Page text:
Back in the early days of when I worked for Automattic, the folks behind this very blogging platform, new hire training was done over the course of two or three days. Full-time reps were asked to take training shifts of about a half-a-day each and cover certain topics for whichever session they were teaching.

Being the team player that I was, I tried to help out as much as I could. In each case, I would generally try and get that very first session on Monday morning because I would always sneakily add in one additional little bit to my agenda.

I would tell everyone to work less.

Less is More

I know that sounds like pure madness, especially on the first day of training at a new company, but stick with me. And also know that now that I have grown my own Customer Service organization from only 3 to 30+, I’ve not only told all of the new CS reps the same thing, I’ve told all of the other people who have come through training/onboarding as well:

Work less.

Well . . . ish. My message to each new hire training class goes something along the lines of this:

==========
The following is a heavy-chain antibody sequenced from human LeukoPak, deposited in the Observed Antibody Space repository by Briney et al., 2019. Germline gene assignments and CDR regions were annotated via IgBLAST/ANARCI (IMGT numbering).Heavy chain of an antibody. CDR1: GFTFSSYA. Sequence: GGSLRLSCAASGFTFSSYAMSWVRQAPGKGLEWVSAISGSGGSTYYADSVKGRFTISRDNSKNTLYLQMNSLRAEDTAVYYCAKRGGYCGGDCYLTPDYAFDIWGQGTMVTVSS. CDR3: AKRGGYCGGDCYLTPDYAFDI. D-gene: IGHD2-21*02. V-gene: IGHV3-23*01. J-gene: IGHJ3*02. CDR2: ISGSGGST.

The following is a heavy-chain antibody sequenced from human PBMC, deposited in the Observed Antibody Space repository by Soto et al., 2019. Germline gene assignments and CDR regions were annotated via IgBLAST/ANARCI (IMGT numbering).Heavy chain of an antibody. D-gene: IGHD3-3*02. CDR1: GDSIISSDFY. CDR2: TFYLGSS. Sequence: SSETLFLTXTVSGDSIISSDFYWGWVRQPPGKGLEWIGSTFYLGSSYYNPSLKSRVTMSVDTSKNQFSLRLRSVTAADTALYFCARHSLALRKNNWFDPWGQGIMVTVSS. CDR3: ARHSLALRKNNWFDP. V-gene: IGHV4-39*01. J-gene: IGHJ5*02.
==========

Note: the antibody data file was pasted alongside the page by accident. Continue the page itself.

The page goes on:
In this connected world, it is ridiculously easy for you to be connected to work all the time. Every moment that you’re awake you can be reached, and you can even program your phone to wake you up if a crucial email comes in (I know because I have done it!). You could be eating dinner and working, watching telly at night and responding to tickets, or lying in bed and chatting via slack. If you let it, work can and will impact your personal life — and I’d like to assure you that it won’t be for the positive. I have personally seen relationships crumble and health go from amazing to “dear god, when was the last time you saw the sun?” And you don’t even have to take my word for it. Studies from Cornell, the Bureau of Labor and Statistics, and the Harvard Business Review all show the ill effects from working longer hours.